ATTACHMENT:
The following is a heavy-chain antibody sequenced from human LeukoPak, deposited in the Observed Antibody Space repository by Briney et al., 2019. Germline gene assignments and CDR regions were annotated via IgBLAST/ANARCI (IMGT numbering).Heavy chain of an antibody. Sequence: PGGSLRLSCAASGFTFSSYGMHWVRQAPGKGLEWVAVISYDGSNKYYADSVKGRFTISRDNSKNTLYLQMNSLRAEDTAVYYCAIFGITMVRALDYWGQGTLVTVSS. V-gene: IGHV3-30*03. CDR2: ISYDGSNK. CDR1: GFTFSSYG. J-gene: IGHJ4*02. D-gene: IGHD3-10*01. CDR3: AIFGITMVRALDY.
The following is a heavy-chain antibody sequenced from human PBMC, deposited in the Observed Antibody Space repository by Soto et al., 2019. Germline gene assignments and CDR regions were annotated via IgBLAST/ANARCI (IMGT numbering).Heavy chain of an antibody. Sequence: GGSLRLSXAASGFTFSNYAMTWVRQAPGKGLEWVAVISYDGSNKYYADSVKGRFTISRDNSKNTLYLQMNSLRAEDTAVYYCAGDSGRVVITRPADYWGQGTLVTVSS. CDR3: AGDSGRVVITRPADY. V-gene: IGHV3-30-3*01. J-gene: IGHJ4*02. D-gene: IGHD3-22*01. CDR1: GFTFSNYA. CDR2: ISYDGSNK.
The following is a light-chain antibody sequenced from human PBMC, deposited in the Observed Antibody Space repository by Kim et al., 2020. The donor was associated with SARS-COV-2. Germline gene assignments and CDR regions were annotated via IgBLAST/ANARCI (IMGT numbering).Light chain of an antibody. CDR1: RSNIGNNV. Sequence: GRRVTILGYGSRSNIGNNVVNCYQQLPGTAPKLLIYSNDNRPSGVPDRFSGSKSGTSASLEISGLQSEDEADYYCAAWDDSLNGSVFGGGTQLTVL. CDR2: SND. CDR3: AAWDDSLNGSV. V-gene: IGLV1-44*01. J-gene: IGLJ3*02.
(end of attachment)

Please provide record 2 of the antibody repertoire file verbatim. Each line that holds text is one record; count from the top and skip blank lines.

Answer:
The following is a heavy-chain antibody sequenced from human PBMC, deposited in the Observed Antibody Space repository by Soto et al., 2019. Germline gene assignments and CDR regions were annotated via IgBLAST/ANARCI (IMGT numbering).Heavy chain of an antibody. Sequence: GGSLRLSXAASGFTFSNYAMTWVRQAPGKGLEWVAVISYDGSNKYYADSVKGRFTISRDNSKNTLYLQMNSLRAEDTAVYYCAGDSGRVVITRPADYWGQGTLVTVSS. CDR3: AGDSGRVVITRPADY. V-gene: IGHV3-30-3*01. J-gene: IGHJ4*02. D-gene: IGHD3-22*01. CDR1: GFTFSNYA. CDR2: ISYDGSNK.